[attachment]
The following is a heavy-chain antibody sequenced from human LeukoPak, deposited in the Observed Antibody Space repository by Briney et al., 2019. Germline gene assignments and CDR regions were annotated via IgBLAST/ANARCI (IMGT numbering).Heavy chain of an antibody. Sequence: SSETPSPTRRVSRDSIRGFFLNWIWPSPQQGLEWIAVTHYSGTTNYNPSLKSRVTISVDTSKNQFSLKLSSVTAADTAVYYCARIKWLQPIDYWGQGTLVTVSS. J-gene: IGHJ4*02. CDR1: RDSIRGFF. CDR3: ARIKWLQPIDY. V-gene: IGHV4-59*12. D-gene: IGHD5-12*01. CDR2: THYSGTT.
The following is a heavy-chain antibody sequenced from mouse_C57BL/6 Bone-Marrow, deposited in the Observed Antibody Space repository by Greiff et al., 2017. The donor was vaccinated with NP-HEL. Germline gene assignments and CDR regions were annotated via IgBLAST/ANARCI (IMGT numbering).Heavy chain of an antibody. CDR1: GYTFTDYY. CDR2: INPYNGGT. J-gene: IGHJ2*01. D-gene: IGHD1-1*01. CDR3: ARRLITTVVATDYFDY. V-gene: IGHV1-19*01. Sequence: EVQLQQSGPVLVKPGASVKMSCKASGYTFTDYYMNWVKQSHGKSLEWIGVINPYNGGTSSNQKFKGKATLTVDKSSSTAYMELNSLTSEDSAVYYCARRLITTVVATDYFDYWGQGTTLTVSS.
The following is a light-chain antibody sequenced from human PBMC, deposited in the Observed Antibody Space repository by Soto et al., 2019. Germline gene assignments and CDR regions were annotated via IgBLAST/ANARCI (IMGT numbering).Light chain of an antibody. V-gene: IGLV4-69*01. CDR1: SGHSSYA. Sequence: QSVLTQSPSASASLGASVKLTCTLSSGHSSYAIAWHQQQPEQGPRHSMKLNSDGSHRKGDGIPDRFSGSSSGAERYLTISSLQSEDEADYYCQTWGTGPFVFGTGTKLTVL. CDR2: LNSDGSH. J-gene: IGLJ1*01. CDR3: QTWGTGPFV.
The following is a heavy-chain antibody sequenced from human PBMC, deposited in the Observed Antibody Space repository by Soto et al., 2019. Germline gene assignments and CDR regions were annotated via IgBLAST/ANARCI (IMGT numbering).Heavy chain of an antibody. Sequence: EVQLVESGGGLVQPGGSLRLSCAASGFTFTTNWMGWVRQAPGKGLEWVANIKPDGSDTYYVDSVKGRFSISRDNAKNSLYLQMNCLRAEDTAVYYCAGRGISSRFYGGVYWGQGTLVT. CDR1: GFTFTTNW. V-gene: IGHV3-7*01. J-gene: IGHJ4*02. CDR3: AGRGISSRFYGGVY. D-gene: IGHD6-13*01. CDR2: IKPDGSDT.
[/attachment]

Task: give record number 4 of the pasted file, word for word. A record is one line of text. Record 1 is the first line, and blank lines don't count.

The following is a heavy-chain antibody sequenced from human PBMC, deposited in the Observed Antibody Space repository by Soto et al., 2019. Germline gene assignments and CDR regions were annotated via IgBLAST/ANARCI (IMGT numbering).Heavy chain of an antibody. Sequence: EVQLVESGGGLVQPGGSLRLSCAASGFTFTTNWMGWVRQAPGKGLEWVANIKPDGSDTYYVDSVKGRFSISRDNAKNSLYLQMNCLRAEDTAVYYCAGRGISSRFYGGVYWGQGTLVT. CDR1: GFTFTTNW. V-gene: IGHV3-7*01. J-gene: IGHJ4*02. CDR3: AGRGISSRFYGGVY. D-gene: IGHD6-13*01. CDR2: IKPDGSDT.